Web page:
Windansea Surf Club

Rowdy but well-organized surf club from La Jolla, California, with a roster including many of the America's best wave riders in the mid- and late 1960s. The Windansea Surf and Ski Club was founded in 1947, but died out shortly thereafter. Former high school teacher Chuck Hasley reformed the club in the summer of 1963 in order to field a team for the Malibu Invitational. Joey Cabell, Butch Van Artsdalen, Rusty Miller, Skip Frye, and Mike Hynson were among the first recruits.

The day prior to the Malibu contest, Hasley rented a bus, hired a generator-powered rock band, loaded in more than two dozen cases of beer, and picked up a cheer squad of friends and groupies. Wretchedly hungover by the time they arrived at Malibu the following morning, Windansea Surf Club members nonetheless took five of the six slots in the finals, and won the contest easily. "The attitude of Windansea," Hasley said years later, "was, 'We're going to win the contest; we're going to the dance and take all the girls; we're going to out-drink everybody. And if they don't like it, we're going to beat the shit out of them.'"

Windansea continued as a kind of talent-studded surfing frat house, although it toned down a bit as the decade went on. Structure and protocol remained loose. Many club members rarely if ever surfed at Windansea, La Jolla's best-known break; membership had no hard and fast criteria, and was by invitation only; few meetings were called, and the club's best riders generally didn't bother with the formalities at all. "Windansea doesn't have any residential qualifications," world champion Midget Farrelly wrote in 1966, "and the cry, since this club's inception, has been that it has snatched the best surfers from other clubs." Still, as Farrelly noted, most surfers "would give their left arm to get in."

But no other surfing group of the era, including the United States Surfing Association, had the pride or the high profile of the Windansea Surf Club. Members included Hobie Alter, Mickey Dora, Barry Kanaiaupuni, Linda Benson, Pat Curren, Ronald and Bobby Patterson, Phil Edwards, Mickey Muñoz, Donald Takayama, Joey Hamasaki, Joyce Hoffman, Mike Purpus, Margo Godfrey, Mickey Munoz, Corky Carroll, LJ Richards, Debbie Beacham and Mike Diffenderfer. Members were issued club T-shirts and matching nylon club jackets. At every event, the Windansea tent was raised, along with a red-on-white flag proclaiming "Windansea for Victory."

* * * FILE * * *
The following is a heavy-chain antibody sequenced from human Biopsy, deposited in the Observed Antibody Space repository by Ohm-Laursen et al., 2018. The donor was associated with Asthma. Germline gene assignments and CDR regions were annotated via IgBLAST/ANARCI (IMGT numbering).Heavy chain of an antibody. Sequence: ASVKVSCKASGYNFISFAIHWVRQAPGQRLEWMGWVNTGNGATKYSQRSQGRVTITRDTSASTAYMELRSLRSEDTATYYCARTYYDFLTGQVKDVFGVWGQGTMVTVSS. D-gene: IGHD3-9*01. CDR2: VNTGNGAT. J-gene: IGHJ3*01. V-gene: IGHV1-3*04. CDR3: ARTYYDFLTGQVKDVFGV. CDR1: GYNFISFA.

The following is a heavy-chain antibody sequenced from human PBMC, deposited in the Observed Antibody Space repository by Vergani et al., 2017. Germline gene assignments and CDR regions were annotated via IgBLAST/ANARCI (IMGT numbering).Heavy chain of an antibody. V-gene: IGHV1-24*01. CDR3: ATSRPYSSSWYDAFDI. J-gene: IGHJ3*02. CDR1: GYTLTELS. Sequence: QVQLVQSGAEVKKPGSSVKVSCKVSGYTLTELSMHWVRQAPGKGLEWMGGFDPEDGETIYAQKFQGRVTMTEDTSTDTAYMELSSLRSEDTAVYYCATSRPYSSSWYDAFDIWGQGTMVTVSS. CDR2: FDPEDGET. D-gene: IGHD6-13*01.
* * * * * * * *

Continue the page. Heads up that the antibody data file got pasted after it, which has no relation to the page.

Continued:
Windansea won the team relay paddle race at the 1963 West Coast Surfing Championships, among other events, and later that year was given the key to the city of Honolulu by Mayor Neal Blaisdell; in 1964 and 1966 it again won the Malibu Invitational; in 1967 it won the Baja Surf Club Invitational. Affiliate WSC groups were formed in Australia and Hawaii. (Club members in Australia included Peter Drouyn, Bobby Brown, Bob McTavish, Paul Witzig and Kevin Brennan.) Public relations pro and WSC club executive director Thor Svenson meanwhile arranged a number of well-publicized Windansea trips and events, including a November 1967 visit to Sydney, Australia; the journey was filmed for The Fantastic Plastic Machine, a 20th Century Fox movie, and written about in a like-titled companion book. But this was Windansea's last hurrah, as the club arrived in Sydney to find that Australian boardmakers had just developed the new short surfboard; the Windansea surfers were thrashed by the Aussies in a surf contest, and club surfing in general faded quickly over the next few months as the shortboard revolution got underway.

Windansea was dormant for more than a decade, then made a minor comeback beginning in the early '80s, during the longboard resurgence.

An exhibition titled "The Magic of Windansea: Five Decades of Capers, Shapers & Stories of California's Legendary Surf Club" was staged at the California Surf Museum in 2013, to mark the club's 50th anniversary.